/ 9 April 2008

Zuma speaks out against Zim election delay

African National Congress leader Jacob Zuma on Tuesday criticised the delay in declaring the results of Zimbabwe’s presidential election.

Zuma, the front-runner to become the next president of South Africa, indicated that ”keeping the nation in suspense … keeping the international community in suspense” was wrong.

”I don’t think it augurs very well,” he said in an interview with South African Broadcasting Corporation news.

Zuma was speaking the day after he met Morgan Tsvangirai during the Zimbabwe opposition leader’s first foreign trip since the election.

Tsvangirai’s Movement for Democratic Change (MDC) won control of the Zimbabwean Parliament for the first time in the March 29 polls, but the outcome of the simultaneous presidential election is still to be declared.

Tsvangirai has claimed outright victory, but the ruling Zanu-PF says there is no clear winner and has endorsed President Robert Mugabe to run in a possible second-round run-off vote as well as demanding a complete recount.

The Zimbabwe Congress of Trade Unions (ZCTU) and the Congress of South African Trade Unions (Cosatu) on Tuesday demanded that the Zimbabwean presidential results be announced.

”If there is a clear winner, that winner must form a government. If there is no winner, the election must be rerun, with an increased number of international and local observers”, said ZCTU general secretary Wellington Chibebe.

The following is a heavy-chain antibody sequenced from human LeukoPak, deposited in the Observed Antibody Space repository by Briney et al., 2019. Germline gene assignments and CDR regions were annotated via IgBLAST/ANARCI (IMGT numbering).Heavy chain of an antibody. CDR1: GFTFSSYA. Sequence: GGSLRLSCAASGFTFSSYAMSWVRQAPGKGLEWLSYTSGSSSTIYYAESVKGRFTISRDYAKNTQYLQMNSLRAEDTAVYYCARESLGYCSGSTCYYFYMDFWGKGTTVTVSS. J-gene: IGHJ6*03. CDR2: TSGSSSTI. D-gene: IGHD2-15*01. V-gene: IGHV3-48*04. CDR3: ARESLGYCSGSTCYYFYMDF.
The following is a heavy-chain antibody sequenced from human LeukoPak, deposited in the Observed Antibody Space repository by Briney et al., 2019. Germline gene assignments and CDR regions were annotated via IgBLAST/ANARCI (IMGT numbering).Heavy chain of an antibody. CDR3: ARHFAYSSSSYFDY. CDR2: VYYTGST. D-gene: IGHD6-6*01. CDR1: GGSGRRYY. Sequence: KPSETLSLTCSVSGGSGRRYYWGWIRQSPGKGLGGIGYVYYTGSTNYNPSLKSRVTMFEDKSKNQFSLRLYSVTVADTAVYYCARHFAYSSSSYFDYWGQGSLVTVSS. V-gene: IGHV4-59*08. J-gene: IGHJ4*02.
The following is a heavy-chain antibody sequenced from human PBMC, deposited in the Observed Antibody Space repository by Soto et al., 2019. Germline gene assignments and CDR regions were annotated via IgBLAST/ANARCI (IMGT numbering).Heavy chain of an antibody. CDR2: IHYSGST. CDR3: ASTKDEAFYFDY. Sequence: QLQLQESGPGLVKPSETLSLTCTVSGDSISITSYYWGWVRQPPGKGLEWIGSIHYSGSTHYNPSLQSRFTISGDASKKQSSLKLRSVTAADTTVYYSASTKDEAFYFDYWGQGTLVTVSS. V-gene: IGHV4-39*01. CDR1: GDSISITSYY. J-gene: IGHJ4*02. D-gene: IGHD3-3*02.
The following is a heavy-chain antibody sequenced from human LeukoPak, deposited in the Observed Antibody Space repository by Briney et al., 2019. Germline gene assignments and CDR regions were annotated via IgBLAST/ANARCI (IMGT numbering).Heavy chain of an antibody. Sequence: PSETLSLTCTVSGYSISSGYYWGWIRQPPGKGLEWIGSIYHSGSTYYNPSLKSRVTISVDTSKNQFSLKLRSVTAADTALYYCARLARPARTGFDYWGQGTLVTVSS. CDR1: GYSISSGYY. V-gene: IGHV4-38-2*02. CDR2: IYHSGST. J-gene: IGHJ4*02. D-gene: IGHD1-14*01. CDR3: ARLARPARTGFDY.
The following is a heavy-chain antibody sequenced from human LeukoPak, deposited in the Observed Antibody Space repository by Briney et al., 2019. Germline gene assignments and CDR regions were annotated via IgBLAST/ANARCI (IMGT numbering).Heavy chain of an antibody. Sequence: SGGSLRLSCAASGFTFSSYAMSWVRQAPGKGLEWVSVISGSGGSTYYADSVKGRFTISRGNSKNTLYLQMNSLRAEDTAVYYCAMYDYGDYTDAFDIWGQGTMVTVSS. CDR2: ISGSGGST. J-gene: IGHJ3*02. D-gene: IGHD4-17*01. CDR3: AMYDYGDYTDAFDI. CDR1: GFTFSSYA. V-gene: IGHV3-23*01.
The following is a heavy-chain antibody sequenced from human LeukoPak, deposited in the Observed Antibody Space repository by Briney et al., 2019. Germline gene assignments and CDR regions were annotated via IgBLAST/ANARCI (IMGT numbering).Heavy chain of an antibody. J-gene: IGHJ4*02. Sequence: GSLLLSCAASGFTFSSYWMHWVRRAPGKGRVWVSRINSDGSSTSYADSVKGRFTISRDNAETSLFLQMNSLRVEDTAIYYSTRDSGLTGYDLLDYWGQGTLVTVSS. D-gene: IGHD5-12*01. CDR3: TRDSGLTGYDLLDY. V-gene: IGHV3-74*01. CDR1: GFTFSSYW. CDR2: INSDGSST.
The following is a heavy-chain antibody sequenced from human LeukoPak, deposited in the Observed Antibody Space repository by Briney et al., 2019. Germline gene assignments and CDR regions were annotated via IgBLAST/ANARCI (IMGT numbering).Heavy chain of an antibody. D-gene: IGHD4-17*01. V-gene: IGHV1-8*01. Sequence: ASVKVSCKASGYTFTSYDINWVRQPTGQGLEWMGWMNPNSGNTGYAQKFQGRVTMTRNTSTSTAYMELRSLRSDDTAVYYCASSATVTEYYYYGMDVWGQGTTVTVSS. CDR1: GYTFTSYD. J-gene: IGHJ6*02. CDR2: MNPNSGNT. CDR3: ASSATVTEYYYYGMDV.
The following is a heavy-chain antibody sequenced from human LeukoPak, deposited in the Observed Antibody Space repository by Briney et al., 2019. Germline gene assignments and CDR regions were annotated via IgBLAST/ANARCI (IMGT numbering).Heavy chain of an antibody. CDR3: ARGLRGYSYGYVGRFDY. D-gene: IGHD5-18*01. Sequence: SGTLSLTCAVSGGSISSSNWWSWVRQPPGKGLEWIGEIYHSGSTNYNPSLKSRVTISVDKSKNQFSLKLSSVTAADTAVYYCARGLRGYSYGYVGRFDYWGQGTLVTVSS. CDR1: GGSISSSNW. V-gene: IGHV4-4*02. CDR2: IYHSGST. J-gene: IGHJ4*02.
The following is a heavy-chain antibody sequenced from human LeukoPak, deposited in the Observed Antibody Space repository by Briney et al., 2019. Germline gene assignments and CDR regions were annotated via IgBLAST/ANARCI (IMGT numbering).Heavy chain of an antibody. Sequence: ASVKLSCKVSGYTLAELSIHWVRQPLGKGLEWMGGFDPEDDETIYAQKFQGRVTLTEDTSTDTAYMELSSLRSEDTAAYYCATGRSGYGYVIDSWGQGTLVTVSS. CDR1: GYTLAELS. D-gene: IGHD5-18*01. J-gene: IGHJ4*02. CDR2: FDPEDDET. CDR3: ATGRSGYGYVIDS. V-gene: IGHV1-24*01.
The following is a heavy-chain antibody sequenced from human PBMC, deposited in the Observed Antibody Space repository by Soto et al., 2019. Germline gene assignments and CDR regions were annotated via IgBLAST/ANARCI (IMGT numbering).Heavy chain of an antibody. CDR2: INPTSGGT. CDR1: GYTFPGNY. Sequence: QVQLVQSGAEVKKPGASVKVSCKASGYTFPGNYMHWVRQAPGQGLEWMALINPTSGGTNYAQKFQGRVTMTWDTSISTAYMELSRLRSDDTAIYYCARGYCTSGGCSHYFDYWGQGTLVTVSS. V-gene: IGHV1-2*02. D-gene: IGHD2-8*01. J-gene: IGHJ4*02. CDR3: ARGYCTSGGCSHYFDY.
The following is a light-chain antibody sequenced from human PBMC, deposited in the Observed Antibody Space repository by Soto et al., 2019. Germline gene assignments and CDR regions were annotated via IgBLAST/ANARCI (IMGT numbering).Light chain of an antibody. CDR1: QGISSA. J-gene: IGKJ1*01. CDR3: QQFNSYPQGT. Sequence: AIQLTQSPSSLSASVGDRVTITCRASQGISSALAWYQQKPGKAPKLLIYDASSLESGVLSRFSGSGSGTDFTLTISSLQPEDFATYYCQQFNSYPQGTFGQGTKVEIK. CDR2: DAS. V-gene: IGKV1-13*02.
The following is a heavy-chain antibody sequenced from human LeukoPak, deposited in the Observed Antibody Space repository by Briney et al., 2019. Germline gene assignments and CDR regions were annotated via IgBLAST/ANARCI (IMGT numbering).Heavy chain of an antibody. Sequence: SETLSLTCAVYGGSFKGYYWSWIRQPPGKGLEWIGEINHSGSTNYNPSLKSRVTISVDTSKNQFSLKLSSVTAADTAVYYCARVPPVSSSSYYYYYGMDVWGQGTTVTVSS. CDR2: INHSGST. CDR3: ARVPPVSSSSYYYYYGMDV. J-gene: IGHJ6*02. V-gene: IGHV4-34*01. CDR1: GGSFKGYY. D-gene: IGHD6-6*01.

The two trade-union federations met in Johannesburg on Tuesday.

The ZCTU told journalists during a press briefing in Braamfontein that it and other civil society formations were under ”intense pressure” from their constituencies to initiate protest action in the face of the refusal of the Zimbabwe Electoral Commission (ZEC) to announce the presidential election results.

The union federation said its leadership was aware that such protests might be what Mugabe was praying for because it would give him an excuse to declare a state of emergency and rule by decree. ”For that reason we are urging all our members to remain calm.”

When Chibebe was asked what he thought about President Thabo Mbeki’s statement that the situation was manageable in Zimbabwe, he said the statement was rather unfortunate. ”People have suffered enough, we want everyone else to compel the ZEC to announce the results,” he said.

Chibebe declined to reveal what his organisation would do if the ZEC did not announce the results after its demand.

The ZCTU said the Zanu-PF saw the presidential results and ”leaned” on the ZEC to release only the parliamentary and senate results in a bid to buy time and prove that Tsvangirai had received less than 50%, so that a run-off would be necessary.

”It is of public knowledge now that Tsvangirai won the presidential elections. It’s only that nobody has a right to declare him the winner other than the ZEC.”

Cosatu general secretary Zwelinzima Vavi called on the ZEC to release the results. He said people of Zimbabwe cannot afford the uncertainty around the issue any longer. ”If people believe they have no other option, they would be go for violence. That’s a frightening thought because we do not want another Rwanda or Kenya.”

Vavi echoed Chibebe’s view that Mbeki’s statements on the Zimbabwe situation were unfortunate.

”Statements that the situation was ‘manageable’ and that we should ‘wait’ were sending a message to Mugabe to sit and do whatever to the results. We want the results to be announced now, and nobody should interfere with the will of the people,” Vavi said. — Sapa, AFP